08 Mar
2016

Increase Your Productivity With Better Email Management

Over 100 billion emails are sent and received per day, with the majority coming from business email. Though consumer-oriented email is expected to decline in the coming years, business-oriented messaging is expected to rise to 132 billion emails by 2017. For anyone using email to communicate, this is no doubt overwhelming and worrying, as it’s both costly and time-consuming: A McKinsey study estimated that workers spent 28% of their time per week checking and answering email and broken communication due to email distraction and delay of answering messages costs $1.5 billion dollars per year in the United States alone.

With the usage of email increasing, business owners and individuals are discovering the challenges of keeping up. After all, ignoring email for a few hours means coming back to more messages, and answering emails every few minutes means that work doesn’t get done and time is lost. In today’s blog post, we’ll share some useful advice that will help those who feel tied to their email to discover their freedom again and get work done.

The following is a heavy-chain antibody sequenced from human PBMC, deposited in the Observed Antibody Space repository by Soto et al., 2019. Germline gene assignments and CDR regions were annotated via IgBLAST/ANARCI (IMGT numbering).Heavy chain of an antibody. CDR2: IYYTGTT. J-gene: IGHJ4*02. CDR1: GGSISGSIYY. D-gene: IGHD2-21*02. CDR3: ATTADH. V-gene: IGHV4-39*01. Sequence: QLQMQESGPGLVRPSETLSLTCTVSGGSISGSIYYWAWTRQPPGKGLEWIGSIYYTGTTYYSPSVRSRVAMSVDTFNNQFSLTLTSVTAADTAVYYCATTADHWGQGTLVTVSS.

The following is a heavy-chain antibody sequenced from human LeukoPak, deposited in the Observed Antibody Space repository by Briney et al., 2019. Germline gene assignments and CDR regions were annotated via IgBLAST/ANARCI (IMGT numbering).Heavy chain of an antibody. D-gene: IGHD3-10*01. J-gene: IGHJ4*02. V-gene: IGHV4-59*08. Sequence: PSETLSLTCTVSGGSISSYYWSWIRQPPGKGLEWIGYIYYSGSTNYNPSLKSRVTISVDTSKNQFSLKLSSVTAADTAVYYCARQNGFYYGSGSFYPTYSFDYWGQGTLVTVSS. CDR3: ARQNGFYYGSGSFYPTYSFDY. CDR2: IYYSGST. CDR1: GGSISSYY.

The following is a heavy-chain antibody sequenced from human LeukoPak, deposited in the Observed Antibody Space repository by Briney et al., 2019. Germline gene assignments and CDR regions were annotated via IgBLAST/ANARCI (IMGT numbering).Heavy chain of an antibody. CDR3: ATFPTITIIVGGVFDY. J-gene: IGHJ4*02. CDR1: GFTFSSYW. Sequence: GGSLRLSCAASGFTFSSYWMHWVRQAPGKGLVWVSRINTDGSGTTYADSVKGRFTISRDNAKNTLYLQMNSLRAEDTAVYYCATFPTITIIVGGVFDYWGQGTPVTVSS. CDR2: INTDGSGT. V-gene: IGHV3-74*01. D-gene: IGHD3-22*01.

Tips for Breaking Free

Articulate your subject line: The quickest way to ensuring that your email gets ignored is a vague subject line. While “hey!”, “please read”, and “urgent” appear to be simple and to the point, they miss the boat on setting the right intention through communication. Make sure your subject lines are coherent and specific so your reader knows exactly what’s being asked of.

Target your message: Make sure everyone on the email you are about to send will find your message relevant. While attention is the currency of today’s digital world, only the correct attention gets the right type of response. Emailing a specific set of colleagues to get something done is always more effective than pinging the distribution list. If need be, address recipients specifically in your email as well so they know to read that line only and understand their next action steps.

Know when to transition your communication: If you’re playing email tag, stop. Nothing takes up more storage than emailing back and forth to figure out how to do a project or set expectations. Instead, set up a phone call or meet face-to-face to discuss details. If you feel like you’re spending more time than you need to in these meetings, set the expectation of a time limit and make them no longer than 30 minutes.

Organize your email: Although a majority of emails can be deleted, you’ll likely have email you want to keep. Many email programs allow for the marking of messages and their placement within folders and sub-folders. By prioritizing, grouping, and sorting email messages into the right folders, you’ll have easier access and greater clarity on where everything is.

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